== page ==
World Library  
Flag as Inappropriate
Email this Article

Isaac René Guy le Chapelier

Article Id: WHEBN0000508623
Reproduction Date:

Title: Isaac René Guy le Chapelier  
Author: World Heritage Encyclopedia
Language: English
Subject: Le Chapelier Law 1791, Armand-Gaston Camus, Feuillant (political group), People by year/Reports/No other categories/1/Ch, French jurists
Collection:
Publisher: World Heritage Encyclopedia
Publication
Date:
 

Isaac René Guy le Chapelier

Isaac René Guy Le Chapelier (Jean Le Chapelier).

Isaac René Guy Le Chapelier (June 12, 1754 – April 22, 1794), also known as Jean Le Chapelier, was a French jurist and politician of the Revolutionary period.

Contents

  • Biography 1
  • French Revolution 2
  • Le Chapelier and Popular Societies 3
  • Final Days 4
  • In Popular Culture 5
  • References 6

Biography

He was born at Rennes in Brittany, where his father was bâtonnier of the corporation of lawyers, a title equivalent to President of the Bar. He entered the law profession, and was a noted orator.

French Revolution

In 1789 he was elected as a deputy to the Estates General by the Third Estate of the sénéchaussée of Rennes. He adopted radical opinions, His influence in the National Constituent Assembly was considerable: he served as president 3–17 August 1789 (presiding over the remarkable all-night session of 4–5 August, during which feudalism was abolished in France), and in late September 1789 he was added to the Constitutional Committee, where he drafted much of the Constitution of 1791.

Le Chapelier introduced a motion in the National Assembly which prohibited guilds, trade unions, and compagnonnage (as well as the right to strike). Le Chapelier and other Jacobins interpreted demands by Paris workers for higher wages as contrary to the new principles of the Revolution. The measure was enacted law on June 14, 1791 (subsequently known as the Le Chapelier Law) and effectively barred guilds and trade unions in France until 1864.

Le Chapelier and Popular Societies

In May, 1789, when the Estates General were still meeting, Le Chapelier was one of the founders of the Breton Club, a collection of deputies initially all hailing from his home province of Brittany, but which in the weeks to come drew all sorts of deputies sharing a more radical ideology. After the October Days (5–6 October) and the National Assembly moved to Paris, the Breton Club rented a Dominican monastery and became the Jacobin Club; Le Chapelier was the first president.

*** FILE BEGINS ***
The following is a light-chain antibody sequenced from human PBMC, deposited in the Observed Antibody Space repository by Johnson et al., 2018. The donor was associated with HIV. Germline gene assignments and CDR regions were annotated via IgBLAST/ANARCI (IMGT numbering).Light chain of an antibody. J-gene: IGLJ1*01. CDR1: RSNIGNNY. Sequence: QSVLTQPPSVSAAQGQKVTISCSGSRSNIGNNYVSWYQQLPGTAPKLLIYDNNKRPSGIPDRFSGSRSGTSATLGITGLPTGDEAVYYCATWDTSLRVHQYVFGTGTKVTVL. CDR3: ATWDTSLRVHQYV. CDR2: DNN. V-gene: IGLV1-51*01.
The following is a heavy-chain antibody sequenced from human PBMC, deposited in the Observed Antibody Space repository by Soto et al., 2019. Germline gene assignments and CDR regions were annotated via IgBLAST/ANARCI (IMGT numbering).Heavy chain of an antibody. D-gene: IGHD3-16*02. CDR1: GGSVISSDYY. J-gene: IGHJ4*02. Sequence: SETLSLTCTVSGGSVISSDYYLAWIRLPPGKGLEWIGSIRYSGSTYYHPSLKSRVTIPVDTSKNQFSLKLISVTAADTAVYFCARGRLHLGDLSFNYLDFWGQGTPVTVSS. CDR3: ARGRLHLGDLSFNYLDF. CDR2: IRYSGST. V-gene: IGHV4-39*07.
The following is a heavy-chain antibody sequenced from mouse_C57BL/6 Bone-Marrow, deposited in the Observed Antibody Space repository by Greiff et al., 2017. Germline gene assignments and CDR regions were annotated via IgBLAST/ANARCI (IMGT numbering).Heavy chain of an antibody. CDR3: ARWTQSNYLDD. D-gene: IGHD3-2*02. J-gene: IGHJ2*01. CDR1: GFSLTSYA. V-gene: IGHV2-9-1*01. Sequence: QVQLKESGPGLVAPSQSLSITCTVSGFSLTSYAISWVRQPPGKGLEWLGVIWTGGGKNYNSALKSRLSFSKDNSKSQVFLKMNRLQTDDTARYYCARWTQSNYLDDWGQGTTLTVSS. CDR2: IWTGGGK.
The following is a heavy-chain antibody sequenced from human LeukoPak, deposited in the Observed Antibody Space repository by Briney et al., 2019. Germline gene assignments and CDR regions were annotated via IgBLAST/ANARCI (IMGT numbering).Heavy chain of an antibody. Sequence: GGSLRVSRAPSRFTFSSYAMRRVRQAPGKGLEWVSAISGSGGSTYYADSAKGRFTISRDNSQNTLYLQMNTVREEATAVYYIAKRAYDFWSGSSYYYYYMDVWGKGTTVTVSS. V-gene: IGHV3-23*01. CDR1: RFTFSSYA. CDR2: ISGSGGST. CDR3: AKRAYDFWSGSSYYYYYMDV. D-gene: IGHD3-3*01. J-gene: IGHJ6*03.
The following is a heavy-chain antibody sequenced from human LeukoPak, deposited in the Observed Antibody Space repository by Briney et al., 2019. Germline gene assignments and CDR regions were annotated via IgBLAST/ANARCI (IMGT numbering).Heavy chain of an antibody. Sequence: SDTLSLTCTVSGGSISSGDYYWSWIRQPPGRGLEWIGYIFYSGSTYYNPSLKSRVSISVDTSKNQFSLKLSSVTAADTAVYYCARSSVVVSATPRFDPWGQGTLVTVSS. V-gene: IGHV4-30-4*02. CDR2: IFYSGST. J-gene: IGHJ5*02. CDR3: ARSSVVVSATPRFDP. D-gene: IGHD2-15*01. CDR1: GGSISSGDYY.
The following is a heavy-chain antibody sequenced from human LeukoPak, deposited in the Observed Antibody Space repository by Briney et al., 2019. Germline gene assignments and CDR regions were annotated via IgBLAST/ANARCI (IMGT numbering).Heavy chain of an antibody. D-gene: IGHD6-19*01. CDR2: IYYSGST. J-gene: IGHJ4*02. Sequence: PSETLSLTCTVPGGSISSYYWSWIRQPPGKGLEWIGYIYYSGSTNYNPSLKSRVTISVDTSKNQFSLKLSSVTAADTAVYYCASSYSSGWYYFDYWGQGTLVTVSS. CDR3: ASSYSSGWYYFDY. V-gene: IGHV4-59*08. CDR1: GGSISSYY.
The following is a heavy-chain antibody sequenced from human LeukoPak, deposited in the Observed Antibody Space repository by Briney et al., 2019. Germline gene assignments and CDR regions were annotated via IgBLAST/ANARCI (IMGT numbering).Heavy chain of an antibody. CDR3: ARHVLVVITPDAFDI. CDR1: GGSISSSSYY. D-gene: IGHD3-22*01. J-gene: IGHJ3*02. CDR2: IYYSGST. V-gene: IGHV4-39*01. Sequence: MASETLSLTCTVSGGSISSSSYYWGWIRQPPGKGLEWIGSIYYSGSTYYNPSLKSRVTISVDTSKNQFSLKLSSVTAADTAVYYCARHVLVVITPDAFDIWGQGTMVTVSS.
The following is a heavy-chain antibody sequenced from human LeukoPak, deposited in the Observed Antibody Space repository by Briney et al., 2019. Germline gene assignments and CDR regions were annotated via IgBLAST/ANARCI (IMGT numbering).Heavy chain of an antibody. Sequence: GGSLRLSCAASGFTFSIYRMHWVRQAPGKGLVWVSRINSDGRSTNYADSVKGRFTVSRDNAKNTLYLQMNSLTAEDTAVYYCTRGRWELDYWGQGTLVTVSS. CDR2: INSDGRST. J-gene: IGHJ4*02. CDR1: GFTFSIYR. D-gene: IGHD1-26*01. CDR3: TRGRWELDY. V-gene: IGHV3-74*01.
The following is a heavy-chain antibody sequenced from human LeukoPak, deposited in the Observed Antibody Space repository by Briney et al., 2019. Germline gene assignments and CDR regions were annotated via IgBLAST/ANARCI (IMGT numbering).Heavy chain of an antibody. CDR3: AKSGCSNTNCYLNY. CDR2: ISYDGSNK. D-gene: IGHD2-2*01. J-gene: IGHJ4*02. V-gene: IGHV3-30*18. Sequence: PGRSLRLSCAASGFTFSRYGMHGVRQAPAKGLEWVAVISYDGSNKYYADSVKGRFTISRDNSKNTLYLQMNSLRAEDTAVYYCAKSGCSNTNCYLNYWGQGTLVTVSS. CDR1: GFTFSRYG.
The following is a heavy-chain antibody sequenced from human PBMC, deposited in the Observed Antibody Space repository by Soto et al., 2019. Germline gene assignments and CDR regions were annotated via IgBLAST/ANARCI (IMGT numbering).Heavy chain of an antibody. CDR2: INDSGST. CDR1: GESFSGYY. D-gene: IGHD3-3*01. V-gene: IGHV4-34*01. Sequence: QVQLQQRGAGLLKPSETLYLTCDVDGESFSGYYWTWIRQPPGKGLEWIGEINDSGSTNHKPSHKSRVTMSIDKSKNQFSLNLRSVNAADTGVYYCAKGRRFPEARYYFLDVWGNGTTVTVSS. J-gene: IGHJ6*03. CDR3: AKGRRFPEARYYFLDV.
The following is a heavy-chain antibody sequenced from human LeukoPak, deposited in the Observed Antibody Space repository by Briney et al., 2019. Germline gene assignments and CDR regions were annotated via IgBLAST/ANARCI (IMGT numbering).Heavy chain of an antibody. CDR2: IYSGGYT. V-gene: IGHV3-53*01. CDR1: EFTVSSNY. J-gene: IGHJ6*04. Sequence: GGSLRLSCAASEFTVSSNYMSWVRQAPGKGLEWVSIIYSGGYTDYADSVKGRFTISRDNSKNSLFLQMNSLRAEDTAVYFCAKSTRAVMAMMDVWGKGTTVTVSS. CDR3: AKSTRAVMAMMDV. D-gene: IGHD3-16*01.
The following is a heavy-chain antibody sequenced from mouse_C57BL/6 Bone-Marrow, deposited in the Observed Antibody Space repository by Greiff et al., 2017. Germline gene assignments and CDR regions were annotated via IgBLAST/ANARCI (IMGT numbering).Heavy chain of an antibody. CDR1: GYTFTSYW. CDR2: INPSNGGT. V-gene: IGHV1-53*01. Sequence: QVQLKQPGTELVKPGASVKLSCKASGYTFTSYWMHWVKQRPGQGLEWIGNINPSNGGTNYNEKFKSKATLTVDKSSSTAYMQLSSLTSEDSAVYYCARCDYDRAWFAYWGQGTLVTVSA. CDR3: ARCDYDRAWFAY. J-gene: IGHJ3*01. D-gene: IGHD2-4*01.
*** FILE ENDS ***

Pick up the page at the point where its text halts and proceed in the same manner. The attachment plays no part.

Alas, like many radical deputies, Le Chapelier wished for the central role played by such popular societies early in the French Revolution to come to an end with the settling of the state and the pending promulgation of a new constitution. This conviction was greatly affirmed with the Feuillant club.

Le Chapelier, in his capacity as chairman of the Constitutional Committee, presented to the National Assembly in its final sessions a law restricting the rights of popular societies to undertake concerted political action, including the right to correspond with one another. It passed 30 September 1791. By the virtue of obeying this law, the moderate Feuillants embraced obsolescence; the radical Jacobins, by ignoring it, emerged as the most vital political force of the French Revolution. The popular society movement, largely founded by Le Chapelier, is thus inadvertently radicalised in spite of his best intentions.

Final Days

During the Reign of Terror, as a suspect for having had links with the Feuillants, he temporarily emigrated to Great Britain, but returned to France in 1794, in a hopeless effort to prevent the confiscation of his assets. He was arrested, and guillotined in Paris on the same day as Guillaume-Chrétien de Lamoignon de Malesherbes.

In Popular Culture

He is a character in Rafael Sabatini's historical novel Scaramouche (1921).

References

This article was sourced from Creative Commons Attribution-ShareAlike License; additional terms may apply. World Heritage Encyclopedia content is assembled from numerous content providers, Open Access Publishing, and in compliance with The Fair Access to Science and Technology Research Act (FASTR), Wikimedia Foundation, Inc., Public Library of Science, The Encyclopedia of Life, Open Book Publishers (OBP), PubMed, U.S. National Library of Medicine, National Center for Biotechnology Information, U.S. National Library of Medicine, National Institutes of Health (NIH), U.S. Department of Health & Human Services, and USA.gov, which sources content from all federal, state, local, tribal, and territorial government publication portals (.gov, .mil, .edu). Funding for USA.gov and content contributors is made possible from the U.S. Congress, E-Government Act of 2002.
 
Crowd sourced content that is contributed to World Heritage Encyclopedia is peer reviewed and edited by our editorial staff to ensure quality scholarly research articles.
 
By using this site, you agree to the Terms of Use and Privacy Policy. World Heritage Encyclopedia™ is a registered trademark of the World Public Library Association, a non-profit organization.
 


Copyright © World Library Foundation. All rights reserved. eBooks from Project Gutenberg are sponsored by the World Library Foundation,
a 501c(4) Member's Support Non-Profit Organization, and is NOT affiliated with any governmental agency or department.